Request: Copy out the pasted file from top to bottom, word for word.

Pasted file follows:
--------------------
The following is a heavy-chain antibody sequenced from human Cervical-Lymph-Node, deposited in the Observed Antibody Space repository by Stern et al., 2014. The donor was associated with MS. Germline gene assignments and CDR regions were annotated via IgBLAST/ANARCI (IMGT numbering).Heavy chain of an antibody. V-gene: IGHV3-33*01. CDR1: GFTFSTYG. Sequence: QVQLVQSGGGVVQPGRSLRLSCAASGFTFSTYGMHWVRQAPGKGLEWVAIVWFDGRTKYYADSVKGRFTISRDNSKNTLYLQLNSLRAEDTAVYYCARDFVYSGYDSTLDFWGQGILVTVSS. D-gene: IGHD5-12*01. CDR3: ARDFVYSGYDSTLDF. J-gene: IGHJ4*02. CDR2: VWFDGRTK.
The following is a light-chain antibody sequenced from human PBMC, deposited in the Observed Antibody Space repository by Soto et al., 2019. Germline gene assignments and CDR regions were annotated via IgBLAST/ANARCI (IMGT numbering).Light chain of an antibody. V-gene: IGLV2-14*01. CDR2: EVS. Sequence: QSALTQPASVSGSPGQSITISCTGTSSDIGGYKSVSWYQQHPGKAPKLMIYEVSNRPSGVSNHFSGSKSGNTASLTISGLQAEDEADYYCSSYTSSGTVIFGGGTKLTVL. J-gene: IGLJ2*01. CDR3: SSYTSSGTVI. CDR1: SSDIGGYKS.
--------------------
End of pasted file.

The following is a heavy-chain antibody sequenced from human Cervical-Lymph-Node, deposited in the Observed Antibody Space repository by Stern et al., 2014. The donor was associated with MS. Germline gene assignments and CDR regions were annotated via IgBLAST/ANARCI (IMGT numbering).Heavy chain of an antibody. V-gene: IGHV3-33*01. CDR1: GFTFSTYG. Sequence: QVQLVQSGGGVVQPGRSLRLSCAASGFTFSTYGMHWVRQAPGKGLEWVAIVWFDGRTKYYADSVKGRFTISRDNSKNTLYLQLNSLRAEDTAVYYCARDFVYSGYDSTLDFWGQGILVTVSS. D-gene: IGHD5-12*01. CDR3: ARDFVYSGYDSTLDF. J-gene: IGHJ4*02. CDR2: VWFDGRTK.
The following is a light-chain antibody sequenced from human PBMC, deposited in the Observed Antibody Space repository by Soto et al., 2019. Germline gene assignments and CDR regions were annotated via IgBLAST/ANARCI (IMGT numbering).Light chain of an antibody. V-gene: IGLV2-14*01. CDR2: EVS. Sequence: QSALTQPASVSGSPGQSITISCTGTSSDIGGYKSVSWYQQHPGKAPKLMIYEVSNRPSGVSNHFSGSKSGNTASLTISGLQAEDEADYYCSSYTSSGTVIFGGGTKLTVL. J-gene: IGLJ2*01. CDR3: SSYTSSGTVI. CDR1: SSDIGGYKS.